In the last couple of weeks the government’s pistons have started pumping. After a year’s worth of blue-boiler-suited (non-unionised) engineers making sure the sleek machine is primed and fuelled and oiled and ready for action, the engine has roared into life and is beginning to blow out a cloud of smoke in preparation for a screaming burnout. As it proceeds, the party has dealt its Labour opposition a decent hand of cards; you could say they’ve built a house of them, which the mighty engine is in danger of knocking down. After campaigning on a platform of returning integrity and effectiveness to the Beehive, the public are beginning to get an inkling that the emperor may lack a couple of vital articles of clothing.
Returning to cards: the strongest card is the decision to mine the conservation estate, announced last year. Classic crony capitalism is shaping up to be the trump suit. The other cards: Hide‘s junket timed to coincide with a wedding; Harawira‘s trivial but more spectacularly mismanaged junket; Key‘s and McCully‘s mining shares; revelations that Brownlee lied about being lobbied by mining interests which would stand to benefit from his actions as a minister; attacks against Radio NZ which benefit Joyce‘s former business partners; attacks against ACC which benefit the insurance industry to which the party has well-known ties; and ministers Heatley, Brownlee and Groser who were pinged pinching from the public purse for their own private pleasure.
Mining the conservation estate is the keystone of all this, the central peg on which the whole thing hangs — because the allegations cannot be denied outright, only explained. Particularly in the cases of Key and McCully’s shares, the value of the conflict of interest is irrelevant. It probably should be relevant, but it isn’t really: either there is a conflict of interest, or there isn’t. While there would be (much) more hay to be made from a large shareholding, that isn’t necessary to plant the seed of doubt in the rich loam of the electorate’s and the media establishment’s collective consciousness.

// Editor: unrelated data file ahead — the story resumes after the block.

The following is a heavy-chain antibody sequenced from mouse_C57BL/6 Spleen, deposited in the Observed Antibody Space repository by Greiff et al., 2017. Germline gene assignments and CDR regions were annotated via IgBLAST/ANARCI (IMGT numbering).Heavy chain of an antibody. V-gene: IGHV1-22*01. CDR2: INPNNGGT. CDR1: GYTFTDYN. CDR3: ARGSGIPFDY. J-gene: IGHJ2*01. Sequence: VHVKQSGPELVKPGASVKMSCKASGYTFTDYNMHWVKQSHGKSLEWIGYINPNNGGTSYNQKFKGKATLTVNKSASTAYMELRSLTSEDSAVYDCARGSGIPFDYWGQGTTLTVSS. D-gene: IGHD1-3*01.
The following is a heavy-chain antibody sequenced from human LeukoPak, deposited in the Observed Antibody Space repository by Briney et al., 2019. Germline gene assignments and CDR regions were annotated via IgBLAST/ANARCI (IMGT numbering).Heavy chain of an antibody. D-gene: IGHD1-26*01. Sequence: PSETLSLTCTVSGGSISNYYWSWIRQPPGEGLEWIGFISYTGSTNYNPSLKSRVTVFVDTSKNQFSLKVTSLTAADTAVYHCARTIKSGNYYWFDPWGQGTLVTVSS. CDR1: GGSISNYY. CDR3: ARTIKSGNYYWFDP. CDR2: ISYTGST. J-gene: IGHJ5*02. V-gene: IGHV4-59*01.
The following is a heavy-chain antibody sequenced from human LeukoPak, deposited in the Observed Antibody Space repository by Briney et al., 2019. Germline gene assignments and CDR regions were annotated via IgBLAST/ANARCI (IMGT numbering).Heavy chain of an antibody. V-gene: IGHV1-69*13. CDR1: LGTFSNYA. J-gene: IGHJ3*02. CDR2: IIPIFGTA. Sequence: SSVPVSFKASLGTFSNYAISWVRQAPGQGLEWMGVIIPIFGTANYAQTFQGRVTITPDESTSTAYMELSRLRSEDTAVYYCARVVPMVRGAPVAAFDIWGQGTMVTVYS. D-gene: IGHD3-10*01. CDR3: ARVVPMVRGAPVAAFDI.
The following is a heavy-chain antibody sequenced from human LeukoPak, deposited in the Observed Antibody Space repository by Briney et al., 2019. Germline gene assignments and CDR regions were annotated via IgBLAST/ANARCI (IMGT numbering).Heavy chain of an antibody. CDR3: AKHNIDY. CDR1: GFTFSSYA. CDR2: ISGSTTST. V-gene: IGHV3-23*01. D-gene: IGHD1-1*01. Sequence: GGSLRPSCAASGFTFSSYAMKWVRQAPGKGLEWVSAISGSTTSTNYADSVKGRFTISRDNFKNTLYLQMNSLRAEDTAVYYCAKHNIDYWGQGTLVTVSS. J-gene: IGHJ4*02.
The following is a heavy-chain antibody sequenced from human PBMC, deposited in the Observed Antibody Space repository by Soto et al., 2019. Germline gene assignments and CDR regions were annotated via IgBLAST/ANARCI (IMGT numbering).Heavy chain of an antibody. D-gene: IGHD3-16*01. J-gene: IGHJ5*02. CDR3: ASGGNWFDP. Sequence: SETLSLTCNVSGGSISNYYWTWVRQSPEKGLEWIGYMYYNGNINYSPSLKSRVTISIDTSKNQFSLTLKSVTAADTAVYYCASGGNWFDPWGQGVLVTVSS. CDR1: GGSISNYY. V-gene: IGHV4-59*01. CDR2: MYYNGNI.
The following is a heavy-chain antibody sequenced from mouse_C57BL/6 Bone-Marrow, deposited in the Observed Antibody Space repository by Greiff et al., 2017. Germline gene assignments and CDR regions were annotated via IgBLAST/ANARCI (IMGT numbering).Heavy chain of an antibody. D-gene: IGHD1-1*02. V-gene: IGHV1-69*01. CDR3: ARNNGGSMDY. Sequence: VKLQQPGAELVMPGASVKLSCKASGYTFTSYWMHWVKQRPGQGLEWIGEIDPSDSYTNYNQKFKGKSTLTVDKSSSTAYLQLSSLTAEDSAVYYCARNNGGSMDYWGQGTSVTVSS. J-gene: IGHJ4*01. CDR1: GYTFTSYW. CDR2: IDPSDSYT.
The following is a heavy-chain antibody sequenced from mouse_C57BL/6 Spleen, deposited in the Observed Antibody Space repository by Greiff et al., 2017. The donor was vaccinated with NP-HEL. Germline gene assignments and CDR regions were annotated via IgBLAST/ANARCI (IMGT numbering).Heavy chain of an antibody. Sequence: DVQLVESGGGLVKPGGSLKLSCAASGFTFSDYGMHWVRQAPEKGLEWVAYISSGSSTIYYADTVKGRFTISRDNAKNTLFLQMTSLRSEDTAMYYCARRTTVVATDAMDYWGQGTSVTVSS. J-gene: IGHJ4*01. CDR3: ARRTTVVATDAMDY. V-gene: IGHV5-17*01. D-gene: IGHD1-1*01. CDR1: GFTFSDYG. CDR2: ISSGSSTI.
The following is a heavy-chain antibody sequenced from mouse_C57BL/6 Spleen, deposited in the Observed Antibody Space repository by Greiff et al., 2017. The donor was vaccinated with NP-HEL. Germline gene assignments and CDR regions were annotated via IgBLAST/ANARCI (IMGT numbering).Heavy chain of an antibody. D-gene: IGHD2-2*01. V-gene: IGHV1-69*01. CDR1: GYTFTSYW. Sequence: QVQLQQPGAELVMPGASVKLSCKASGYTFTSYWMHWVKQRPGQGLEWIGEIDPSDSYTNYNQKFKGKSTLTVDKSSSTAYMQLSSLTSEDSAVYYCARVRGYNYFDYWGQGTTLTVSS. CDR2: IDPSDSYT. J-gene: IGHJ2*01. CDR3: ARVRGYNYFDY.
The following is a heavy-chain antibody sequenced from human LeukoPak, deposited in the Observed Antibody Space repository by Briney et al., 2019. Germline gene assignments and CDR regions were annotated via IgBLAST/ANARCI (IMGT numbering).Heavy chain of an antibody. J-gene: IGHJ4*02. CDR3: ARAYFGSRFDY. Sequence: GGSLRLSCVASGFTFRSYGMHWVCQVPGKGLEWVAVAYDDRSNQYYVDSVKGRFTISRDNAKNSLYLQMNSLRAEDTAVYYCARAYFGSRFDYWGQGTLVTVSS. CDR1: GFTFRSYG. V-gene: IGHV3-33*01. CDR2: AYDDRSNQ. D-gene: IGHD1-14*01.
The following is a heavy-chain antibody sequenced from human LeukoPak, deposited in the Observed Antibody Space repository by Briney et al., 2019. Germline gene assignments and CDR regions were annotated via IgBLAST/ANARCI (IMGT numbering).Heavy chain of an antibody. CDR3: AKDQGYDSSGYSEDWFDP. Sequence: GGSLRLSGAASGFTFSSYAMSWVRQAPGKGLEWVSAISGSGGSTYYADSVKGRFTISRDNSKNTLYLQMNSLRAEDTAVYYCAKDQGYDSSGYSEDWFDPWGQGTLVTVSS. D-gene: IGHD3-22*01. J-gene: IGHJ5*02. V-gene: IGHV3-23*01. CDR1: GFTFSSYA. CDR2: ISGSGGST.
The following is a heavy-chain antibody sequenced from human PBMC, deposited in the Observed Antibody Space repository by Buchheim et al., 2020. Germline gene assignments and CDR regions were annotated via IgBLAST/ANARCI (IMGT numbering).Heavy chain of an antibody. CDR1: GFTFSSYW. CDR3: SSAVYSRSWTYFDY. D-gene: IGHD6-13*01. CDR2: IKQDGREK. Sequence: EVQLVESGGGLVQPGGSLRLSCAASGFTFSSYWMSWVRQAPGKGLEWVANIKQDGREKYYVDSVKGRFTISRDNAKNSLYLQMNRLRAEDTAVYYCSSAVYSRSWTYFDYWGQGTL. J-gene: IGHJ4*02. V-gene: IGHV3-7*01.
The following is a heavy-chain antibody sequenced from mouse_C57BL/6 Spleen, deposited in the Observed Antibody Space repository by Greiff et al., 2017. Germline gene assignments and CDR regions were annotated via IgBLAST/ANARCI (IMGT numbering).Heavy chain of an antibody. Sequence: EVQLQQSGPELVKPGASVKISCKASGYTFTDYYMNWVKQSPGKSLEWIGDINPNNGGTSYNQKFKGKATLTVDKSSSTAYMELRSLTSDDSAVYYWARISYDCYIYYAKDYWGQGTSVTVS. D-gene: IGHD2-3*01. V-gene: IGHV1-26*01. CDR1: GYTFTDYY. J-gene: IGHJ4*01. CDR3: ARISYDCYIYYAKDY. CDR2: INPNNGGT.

Likewise the other issues: trivial, but they ring true and all riff on the same themes. Hide’s transgression was much more significant in actual material terms than was Harawira’s, but Harawira was punished much more harshly because he failed to recognise the symbolic matter in play: both required abject, cringing apologies. Key’s “sloppy” uranium shares, which he was “too busy running the country” to recall owning is reminiscent of John McCain‘s failure to remember how many houses he owned, for which he was rightly crucified by a country staring down the barrel of an economic crisis which would cost many people their only home. The smiling visages of the three ministers on the front page of the Dominion Post: the Minister of Economic Development who can’t be trusted with a credit card; the Fisheries Minister who likes to splash out on feeds of kaimoana for his mates and party hangers-on; the Minister for Climate Change Negotiations wining and dining the former National minister who was an integral part of the Copenhagen negotiation, and now heads the environmental branch of the OECD apparatus. And so on. These are symbolic issues, not matters of real actual wrongdoing. But the government can’t just dismiss them outright, it needs to argue the merits, and by the time you have to argue the merits on this kind of thing, you’ve probably already lost the symbolic battle. This sort of behaviour passes the public’s sniff-test about how they think about the National Muldoon gave us. And it fits the narrative of the modern Key/Brash-era Nats as wheeler-dealers, well-heeled fat-cats with a finger in every pie, feathering the nest for their secretive plutocrat mates. It brings to mind an iceberg, with the tiny, trivial transgressions peeking above a glassy surface which hides the monstrous mass below.
The job of the opposition is to tie all this into a coherent story which people can understand and feel in their guts: a myth that trips off the tongue at the pub or in the line at the football, in the front seat of a taxi, sitting on the bus, standing around the water-cooler or in the smoko room — in as many variations as there are poets of the NZ electorate.